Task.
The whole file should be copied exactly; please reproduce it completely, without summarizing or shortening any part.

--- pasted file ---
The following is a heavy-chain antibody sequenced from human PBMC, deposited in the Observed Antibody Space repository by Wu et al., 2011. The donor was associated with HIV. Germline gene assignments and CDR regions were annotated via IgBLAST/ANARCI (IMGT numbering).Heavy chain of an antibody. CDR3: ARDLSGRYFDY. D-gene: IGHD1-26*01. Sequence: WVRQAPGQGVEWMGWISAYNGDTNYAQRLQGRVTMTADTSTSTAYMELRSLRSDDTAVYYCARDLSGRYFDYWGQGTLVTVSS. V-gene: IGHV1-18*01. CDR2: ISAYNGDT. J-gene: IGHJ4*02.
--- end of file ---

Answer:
The following is a heavy-chain antibody sequenced from human PBMC, deposited in the Observed Antibody Space repository by Wu et al., 2011. The donor was associated with HIV. Germline gene assignments and CDR regions were annotated via IgBLAST/ANARCI (IMGT numbering).Heavy chain of an antibody. CDR3: ARDLSGRYFDY. D-gene: IGHD1-26*01. Sequence: WVRQAPGQGVEWMGWISAYNGDTNYAQRLQGRVTMTADTSTSTAYMELRSLRSDDTAVYYCARDLSGRYFDYWGQGTLVTVSS. V-gene: IGHV1-18*01. CDR2: ISAYNGDT. J-gene: IGHJ4*02.